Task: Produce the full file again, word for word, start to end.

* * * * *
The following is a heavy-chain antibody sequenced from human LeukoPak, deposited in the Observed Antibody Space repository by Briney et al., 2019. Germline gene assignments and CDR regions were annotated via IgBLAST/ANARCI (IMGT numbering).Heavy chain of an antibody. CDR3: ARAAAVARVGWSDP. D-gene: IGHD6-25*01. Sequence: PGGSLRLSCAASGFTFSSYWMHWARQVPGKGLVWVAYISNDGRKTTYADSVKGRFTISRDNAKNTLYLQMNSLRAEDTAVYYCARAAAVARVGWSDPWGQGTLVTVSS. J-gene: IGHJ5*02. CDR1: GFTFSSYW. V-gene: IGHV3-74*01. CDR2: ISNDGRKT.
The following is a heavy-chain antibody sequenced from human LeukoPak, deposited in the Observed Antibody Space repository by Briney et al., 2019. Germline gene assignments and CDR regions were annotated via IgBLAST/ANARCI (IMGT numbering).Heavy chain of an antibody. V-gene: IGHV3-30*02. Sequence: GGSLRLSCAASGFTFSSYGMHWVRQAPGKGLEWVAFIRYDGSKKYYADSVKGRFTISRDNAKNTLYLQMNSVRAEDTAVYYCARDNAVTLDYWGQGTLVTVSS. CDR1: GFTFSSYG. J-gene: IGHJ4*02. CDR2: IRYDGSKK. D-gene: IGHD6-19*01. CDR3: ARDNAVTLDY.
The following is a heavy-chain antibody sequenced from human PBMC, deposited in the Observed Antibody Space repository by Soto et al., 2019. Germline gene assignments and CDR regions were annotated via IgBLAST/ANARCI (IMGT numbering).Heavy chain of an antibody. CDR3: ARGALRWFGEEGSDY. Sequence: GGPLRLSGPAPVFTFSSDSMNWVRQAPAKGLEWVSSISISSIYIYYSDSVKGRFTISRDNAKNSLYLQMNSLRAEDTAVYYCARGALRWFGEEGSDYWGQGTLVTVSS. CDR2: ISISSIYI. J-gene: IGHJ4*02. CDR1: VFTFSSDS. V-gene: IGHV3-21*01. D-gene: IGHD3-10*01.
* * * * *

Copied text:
The following is a heavy-chain antibody sequenced from human LeukoPak, deposited in the Observed Antibody Space repository by Briney et al., 2019. Germline gene assignments and CDR regions were annotated via IgBLAST/ANARCI (IMGT numbering).Heavy chain of an antibody. CDR3: ARAAAVARVGWSDP. D-gene: IGHD6-25*01. Sequence: PGGSLRLSCAASGFTFSSYWMHWARQVPGKGLVWVAYISNDGRKTTYADSVKGRFTISRDNAKNTLYLQMNSLRAEDTAVYYCARAAAVARVGWSDPWGQGTLVTVSS. J-gene: IGHJ5*02. CDR1: GFTFSSYW. V-gene: IGHV3-74*01. CDR2: ISNDGRKT.
The following is a heavy-chain antibody sequenced from human LeukoPak, deposited in the Observed Antibody Space repository by Briney et al., 2019. Germline gene assignments and CDR regions were annotated via IgBLAST/ANARCI (IMGT numbering).Heavy chain of an antibody. V-gene: IGHV3-30*02. Sequence: GGSLRLSCAASGFTFSSYGMHWVRQAPGKGLEWVAFIRYDGSKKYYADSVKGRFTISRDNAKNTLYLQMNSVRAEDTAVYYCARDNAVTLDYWGQGTLVTVSS. CDR1: GFTFSSYG. J-gene: IGHJ4*02. CDR2: IRYDGSKK. D-gene: IGHD6-19*01. CDR3: ARDNAVTLDY.
The following is a heavy-chain antibody sequenced from human PBMC, deposited in the Observed Antibody Space repository by Soto et al., 2019. Germline gene assignments and CDR regions were annotated via IgBLAST/ANARCI (IMGT numbering).Heavy chain of an antibody. CDR3: ARGALRWFGEEGSDY. Sequence: GGPLRLSGPAPVFTFSSDSMNWVRQAPAKGLEWVSSISISSIYIYYSDSVKGRFTISRDNAKNSLYLQMNSLRAEDTAVYYCARGALRWFGEEGSDYWGQGTLVTVSS. CDR2: ISISSIYI. J-gene: IGHJ4*02. CDR1: VFTFSSDS. V-gene: IGHV3-21*01. D-gene: IGHD3-10*01.